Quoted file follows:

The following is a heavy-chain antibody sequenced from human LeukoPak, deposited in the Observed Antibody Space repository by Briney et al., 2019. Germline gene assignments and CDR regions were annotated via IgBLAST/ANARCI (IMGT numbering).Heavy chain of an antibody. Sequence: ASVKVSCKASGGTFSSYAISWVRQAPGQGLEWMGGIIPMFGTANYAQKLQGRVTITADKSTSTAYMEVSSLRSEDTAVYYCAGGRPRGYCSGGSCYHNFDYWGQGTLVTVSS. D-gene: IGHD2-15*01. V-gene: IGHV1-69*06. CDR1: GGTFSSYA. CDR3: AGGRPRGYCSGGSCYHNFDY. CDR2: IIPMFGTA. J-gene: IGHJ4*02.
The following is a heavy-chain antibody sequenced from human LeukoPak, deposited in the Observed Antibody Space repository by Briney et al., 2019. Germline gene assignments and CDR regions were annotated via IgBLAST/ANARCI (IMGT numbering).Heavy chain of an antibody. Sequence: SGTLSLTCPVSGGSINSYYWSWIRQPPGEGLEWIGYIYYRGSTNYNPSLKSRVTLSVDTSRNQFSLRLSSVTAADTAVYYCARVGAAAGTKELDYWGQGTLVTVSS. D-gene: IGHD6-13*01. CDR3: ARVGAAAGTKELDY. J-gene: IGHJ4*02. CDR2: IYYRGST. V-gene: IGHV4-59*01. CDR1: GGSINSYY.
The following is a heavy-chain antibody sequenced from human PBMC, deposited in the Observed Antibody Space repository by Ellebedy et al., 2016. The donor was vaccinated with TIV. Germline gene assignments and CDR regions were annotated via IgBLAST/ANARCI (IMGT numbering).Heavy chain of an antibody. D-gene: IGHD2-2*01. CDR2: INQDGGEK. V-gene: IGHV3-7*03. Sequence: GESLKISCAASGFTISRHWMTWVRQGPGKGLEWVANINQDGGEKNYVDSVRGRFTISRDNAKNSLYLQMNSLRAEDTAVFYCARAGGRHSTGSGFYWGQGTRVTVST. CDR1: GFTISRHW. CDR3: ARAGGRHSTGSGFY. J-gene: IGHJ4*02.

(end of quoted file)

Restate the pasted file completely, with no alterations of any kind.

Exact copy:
The following is a heavy-chain antibody sequenced from human LeukoPak, deposited in the Observed Antibody Space repository by Briney et al., 2019. Germline gene assignments and CDR regions were annotated via IgBLAST/ANARCI (IMGT numbering).Heavy chain of an antibody. Sequence: ASVKVSCKASGGTFSSYAISWVRQAPGQGLEWMGGIIPMFGTANYAQKLQGRVTITADKSTSTAYMEVSSLRSEDTAVYYCAGGRPRGYCSGGSCYHNFDYWGQGTLVTVSS. D-gene: IGHD2-15*01. V-gene: IGHV1-69*06. CDR1: GGTFSSYA. CDR3: AGGRPRGYCSGGSCYHNFDY. CDR2: IIPMFGTA. J-gene: IGHJ4*02.
The following is a heavy-chain antibody sequenced from human LeukoPak, deposited in the Observed Antibody Space repository by Briney et al., 2019. Germline gene assignments and CDR regions were annotated via IgBLAST/ANARCI (IMGT numbering).Heavy chain of an antibody. Sequence: SGTLSLTCPVSGGSINSYYWSWIRQPPGEGLEWIGYIYYRGSTNYNPSLKSRVTLSVDTSRNQFSLRLSSVTAADTAVYYCARVGAAAGTKELDYWGQGTLVTVSS. D-gene: IGHD6-13*01. CDR3: ARVGAAAGTKELDY. J-gene: IGHJ4*02. CDR2: IYYRGST. V-gene: IGHV4-59*01. CDR1: GGSINSYY.
The following is a heavy-chain antibody sequenced from human PBMC, deposited in the Observed Antibody Space repository by Ellebedy et al., 2016. The donor was vaccinated with TIV. Germline gene assignments and CDR regions were annotated via IgBLAST/ANARCI (IMGT numbering).Heavy chain of an antibody. D-gene: IGHD2-2*01. CDR2: INQDGGEK. V-gene: IGHV3-7*03. Sequence: GESLKISCAASGFTISRHWMTWVRQGPGKGLEWVANINQDGGEKNYVDSVRGRFTISRDNAKNSLYLQMNSLRAEDTAVFYCARAGGRHSTGSGFYWGQGTRVTVST. CDR1: GFTISRHW. CDR3: ARAGGRHSTGSGFY. J-gene: IGHJ4*02.